Four Ways To Make Training Stick

A common problem organisations face when up-skilling their teams is that the daily priorities of running their business, leading projects and conducting research will always be more urgent than growing the capability of an organisation, even though the need for the latter is recognised as being important. 62% of people on a training programme tried to reapply their learning after a study, and then this dropped to 44% six months after the training. {source: Saks & Belcourt}

Training usually means a big time cost investment, which doesn’t feel like a great return when there’s little change in people’s behaviour. Here are four things that can be applied to make training stick:

  1. Ensure recipients are ready to learn: research has shown that 40% of learning fails because it doesn’t create the right context. Learners don’t understand how it could help them and aren’t excited or intrigued {source: learning effectiveness expert Professional Robert Brinkerhoff}
  2. Plan the timescale so learning can be reapplied: a further 40% of learning failure has shown to be because recipients can’t transfer their learning at the right time into practice. Learning & Development expert, Sophie James, talks about structuring learning to make it meaningful and accessible with plenty of time in the workflow to prepare, attend the training and apply the learning in every day work.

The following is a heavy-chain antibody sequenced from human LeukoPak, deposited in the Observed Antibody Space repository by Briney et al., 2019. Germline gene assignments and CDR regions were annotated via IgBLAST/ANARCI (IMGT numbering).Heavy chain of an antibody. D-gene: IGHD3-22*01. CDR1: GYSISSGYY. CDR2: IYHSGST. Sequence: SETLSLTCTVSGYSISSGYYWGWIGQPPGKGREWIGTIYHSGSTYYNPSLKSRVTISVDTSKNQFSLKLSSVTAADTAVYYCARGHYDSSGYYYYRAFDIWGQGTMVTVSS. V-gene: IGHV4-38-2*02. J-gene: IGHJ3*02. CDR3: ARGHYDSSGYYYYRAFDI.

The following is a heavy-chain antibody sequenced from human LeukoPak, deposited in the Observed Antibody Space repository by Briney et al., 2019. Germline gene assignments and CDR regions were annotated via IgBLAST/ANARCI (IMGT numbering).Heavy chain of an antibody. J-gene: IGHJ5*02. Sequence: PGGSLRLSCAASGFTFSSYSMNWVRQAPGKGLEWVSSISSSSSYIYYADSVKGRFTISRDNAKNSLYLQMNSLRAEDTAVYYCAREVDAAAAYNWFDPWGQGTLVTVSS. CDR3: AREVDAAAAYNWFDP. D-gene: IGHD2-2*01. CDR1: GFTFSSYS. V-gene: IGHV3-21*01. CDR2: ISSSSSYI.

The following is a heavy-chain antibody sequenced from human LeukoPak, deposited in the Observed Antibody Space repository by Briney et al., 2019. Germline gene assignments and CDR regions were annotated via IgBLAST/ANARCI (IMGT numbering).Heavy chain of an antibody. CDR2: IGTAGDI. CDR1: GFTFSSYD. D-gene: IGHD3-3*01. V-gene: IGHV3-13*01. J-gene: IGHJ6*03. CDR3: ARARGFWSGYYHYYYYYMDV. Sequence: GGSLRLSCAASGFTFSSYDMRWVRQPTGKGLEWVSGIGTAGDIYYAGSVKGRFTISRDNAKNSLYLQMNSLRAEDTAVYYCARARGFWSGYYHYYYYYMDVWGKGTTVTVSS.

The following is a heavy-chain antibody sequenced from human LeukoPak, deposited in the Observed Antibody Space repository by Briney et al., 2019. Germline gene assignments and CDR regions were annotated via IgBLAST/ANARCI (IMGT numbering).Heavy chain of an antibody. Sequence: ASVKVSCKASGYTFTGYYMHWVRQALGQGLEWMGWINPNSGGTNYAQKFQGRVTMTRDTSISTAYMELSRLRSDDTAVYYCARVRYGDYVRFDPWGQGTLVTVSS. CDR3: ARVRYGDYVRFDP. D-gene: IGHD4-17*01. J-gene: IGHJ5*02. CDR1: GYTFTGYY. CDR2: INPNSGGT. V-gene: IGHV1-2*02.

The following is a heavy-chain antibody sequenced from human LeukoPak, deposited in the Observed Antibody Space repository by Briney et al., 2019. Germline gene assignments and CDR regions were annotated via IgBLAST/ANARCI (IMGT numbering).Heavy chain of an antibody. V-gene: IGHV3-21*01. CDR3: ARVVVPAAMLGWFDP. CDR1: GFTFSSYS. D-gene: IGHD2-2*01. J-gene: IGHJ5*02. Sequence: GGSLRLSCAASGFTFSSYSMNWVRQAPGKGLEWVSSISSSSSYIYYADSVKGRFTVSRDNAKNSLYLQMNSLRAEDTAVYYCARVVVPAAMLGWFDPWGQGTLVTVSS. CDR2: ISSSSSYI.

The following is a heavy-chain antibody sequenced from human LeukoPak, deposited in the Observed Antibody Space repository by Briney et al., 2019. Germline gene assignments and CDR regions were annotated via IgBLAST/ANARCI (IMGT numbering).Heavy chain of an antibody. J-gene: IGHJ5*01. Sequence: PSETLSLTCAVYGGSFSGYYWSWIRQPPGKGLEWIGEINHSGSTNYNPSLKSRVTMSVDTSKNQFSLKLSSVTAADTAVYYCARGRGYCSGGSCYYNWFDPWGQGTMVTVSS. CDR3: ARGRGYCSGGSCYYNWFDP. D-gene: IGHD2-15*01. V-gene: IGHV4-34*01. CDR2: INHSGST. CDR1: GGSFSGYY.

3. Bite-sized topics with focussed yet reinforced messaging: in order to retain learning content, people generally need to study information on multiple occasions, and we know that an adult’s working memory, on average, can hold between 5-7items at any one time, half of that when working in a foreign language or under stress {source: Cepeda et al, 2008}
  4. Engaging content: Psychologists have shown that the human brain learns best when having fun. Encouraging the release of small bursts of adrenaline can increase memory function. However, when adrenalin comes cortisol, the stress hormone, which can reduce cognitive function, so there needs to be a balance and training should be kept calm and stress free. Images a models engage an audience and for many, recognition and recall memory is stronger for visuals than words. By creating opportunities for participants to experience the learning first, for example a real life case study, this taps into ‘Bandura’s Social Learning Theory’ and increases the chance of successful behaviour change.

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